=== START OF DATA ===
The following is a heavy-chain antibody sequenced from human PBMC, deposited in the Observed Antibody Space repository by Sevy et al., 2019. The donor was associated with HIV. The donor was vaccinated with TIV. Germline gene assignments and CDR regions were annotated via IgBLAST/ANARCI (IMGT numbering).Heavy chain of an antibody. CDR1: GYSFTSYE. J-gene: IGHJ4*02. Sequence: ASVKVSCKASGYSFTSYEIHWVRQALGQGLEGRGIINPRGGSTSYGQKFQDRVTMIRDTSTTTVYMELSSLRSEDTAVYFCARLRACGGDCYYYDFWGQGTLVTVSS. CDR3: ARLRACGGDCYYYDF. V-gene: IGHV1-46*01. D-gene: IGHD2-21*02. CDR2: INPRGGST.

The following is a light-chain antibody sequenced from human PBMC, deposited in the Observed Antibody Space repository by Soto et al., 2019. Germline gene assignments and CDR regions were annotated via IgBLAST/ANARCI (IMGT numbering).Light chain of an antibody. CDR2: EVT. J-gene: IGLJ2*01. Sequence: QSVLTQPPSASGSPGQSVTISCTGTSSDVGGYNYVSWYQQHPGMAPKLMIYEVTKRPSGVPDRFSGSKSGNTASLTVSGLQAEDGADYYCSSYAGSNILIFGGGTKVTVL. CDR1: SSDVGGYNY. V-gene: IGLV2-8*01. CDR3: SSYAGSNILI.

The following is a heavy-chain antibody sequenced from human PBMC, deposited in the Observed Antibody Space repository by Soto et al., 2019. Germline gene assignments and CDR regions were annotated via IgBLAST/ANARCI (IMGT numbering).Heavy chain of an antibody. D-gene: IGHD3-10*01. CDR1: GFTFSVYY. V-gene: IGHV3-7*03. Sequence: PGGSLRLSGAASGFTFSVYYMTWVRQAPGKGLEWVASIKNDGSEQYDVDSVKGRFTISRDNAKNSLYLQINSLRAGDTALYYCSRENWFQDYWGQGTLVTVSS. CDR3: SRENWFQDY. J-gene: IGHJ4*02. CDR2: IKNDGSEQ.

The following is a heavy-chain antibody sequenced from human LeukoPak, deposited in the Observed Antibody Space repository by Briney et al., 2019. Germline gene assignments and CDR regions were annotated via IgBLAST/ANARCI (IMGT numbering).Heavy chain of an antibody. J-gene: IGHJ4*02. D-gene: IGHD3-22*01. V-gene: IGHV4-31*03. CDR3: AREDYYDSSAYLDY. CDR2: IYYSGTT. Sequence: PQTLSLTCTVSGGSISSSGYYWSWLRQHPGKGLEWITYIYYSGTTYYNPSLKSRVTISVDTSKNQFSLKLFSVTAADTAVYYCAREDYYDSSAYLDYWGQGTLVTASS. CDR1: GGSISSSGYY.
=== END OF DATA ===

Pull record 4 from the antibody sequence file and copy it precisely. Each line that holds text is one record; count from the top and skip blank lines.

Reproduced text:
The following is a heavy-chain antibody sequenced from human LeukoPak, deposited in the Observed Antibody Space repository by Briney et al., 2019. Germline gene assignments and CDR regions were annotated via IgBLAST/ANARCI (IMGT numbering).Heavy chain of an antibody. J-gene: IGHJ4*02. D-gene: IGHD3-22*01. V-gene: IGHV4-31*03. CDR3: AREDYYDSSAYLDY. CDR2: IYYSGTT. Sequence: PQTLSLTCTVSGGSISSSGYYWSWLRQHPGKGLEWITYIYYSGTTYYNPSLKSRVTISVDTSKNQFSLKLFSVTAADTAVYYCAREDYYDSSAYLDYWGQGTLVTASS. CDR1: GGSISSSGYY.